114 million Indians will soon face desperate domestic, agricultural and industrial shortages borne of a water crisis.
What is causing this? “Human activities”: primarily wasteful water use (mainly agricultural over-exploitation), a lack of sustainable water-management policies and insufficient public investment. These failings have each been exacerbated by rapid population growth, increasing population density and climate change.
South Asia is a desperately water-insecure region, and India’s shortages are part of a wider continental crisis. According to a recent report authored by UN climate scientists, coastal areas in Asia will be among the worst affected by climate change. Hundreds of millions of people across East, Southeast and South Asia, the report concluded, will be affected by flooding, droughts, famine, increases in the costs of food and energy, and rising sea levels.
Groundwater serves as a vital buffer against the volatility of monsoon rains, and India’s falling water table therefore threatens catastrophe. 60 percent of north India’s irrigated agriculture is dependent on ground water, as is 85 percent of the region’s drinking water. The World Bank predicts that India only has 20 years before its aquifers will reach “critical condition” – when demand for water will outstrip supply – an eventuality that will devastate the region’s food security, economic growth and livelihoods.
Analysts fear that growing competition for rapidly dwindling natural resources will trigger inter-state or intra-state conflict. China and India continue to draw on water sources that supply the wider region, and a particularly concerning flashpoint is the Indus River Valley basin that spans India and Pakistan. The river’s waters are vital to the economies of areas on both sides of the border and a long-standing treaty, agreed by Pakistan and India in 1960, governs rights of access. But during the “dry season,” between October and March, water levels fall to less than half of those seen during the remainder of the year. The fear is that cooperation over access to the Indus River will fray as shortages become more desperate.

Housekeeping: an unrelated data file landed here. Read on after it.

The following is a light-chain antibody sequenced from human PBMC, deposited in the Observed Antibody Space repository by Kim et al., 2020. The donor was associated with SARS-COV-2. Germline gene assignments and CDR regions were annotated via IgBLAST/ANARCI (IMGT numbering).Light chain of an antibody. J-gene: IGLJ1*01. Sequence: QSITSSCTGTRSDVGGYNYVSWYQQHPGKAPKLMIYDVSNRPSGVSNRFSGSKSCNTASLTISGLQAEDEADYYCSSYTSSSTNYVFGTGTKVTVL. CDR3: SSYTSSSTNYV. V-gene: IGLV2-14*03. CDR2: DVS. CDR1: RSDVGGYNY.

Public health is also seriously at risk. The demand for safe drinking water in India is already high, and the situation will only grow more acute as levels drop further. The World Health Organization reports that 97 million Indians lack access to safe drinking water, while 21 percent of the country’s communicable diseases are transferred by the use of unclean water.
In their 2013 Outlook Report, the Asian Development Bank calculated India’s water security based on household, economic, urban and environmental needs, and concluded that India’s water prospects are “hazardous.” According to the report, a comprehensive and immediate program of investment, regulation, and law enforcement is necessary. Private-sector groups agree.